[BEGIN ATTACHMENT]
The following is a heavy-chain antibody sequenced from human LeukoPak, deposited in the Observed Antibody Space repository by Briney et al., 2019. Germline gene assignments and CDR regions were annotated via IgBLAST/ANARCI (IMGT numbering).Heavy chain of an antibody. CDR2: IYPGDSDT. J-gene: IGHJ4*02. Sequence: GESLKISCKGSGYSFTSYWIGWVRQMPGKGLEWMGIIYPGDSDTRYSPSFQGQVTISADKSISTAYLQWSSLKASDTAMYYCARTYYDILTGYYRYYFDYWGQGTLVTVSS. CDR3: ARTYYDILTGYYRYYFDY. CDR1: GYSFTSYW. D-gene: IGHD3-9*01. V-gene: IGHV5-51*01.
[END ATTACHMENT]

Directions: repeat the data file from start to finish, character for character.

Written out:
The following is a heavy-chain antibody sequenced from human LeukoPak, deposited in the Observed Antibody Space repository by Briney et al., 2019. Germline gene assignments and CDR regions were annotated via IgBLAST/ANARCI (IMGT numbering).Heavy chain of an antibody. CDR2: IYPGDSDT. J-gene: IGHJ4*02. Sequence: GESLKISCKGSGYSFTSYWIGWVRQMPGKGLEWMGIIYPGDSDTRYSPSFQGQVTISADKSISTAYLQWSSLKASDTAMYYCARTYYDILTGYYRYYFDYWGQGTLVTVSS. CDR3: ARTYYDILTGYYRYYFDY. CDR1: GYSFTSYW. D-gene: IGHD3-9*01. V-gene: IGHV5-51*01.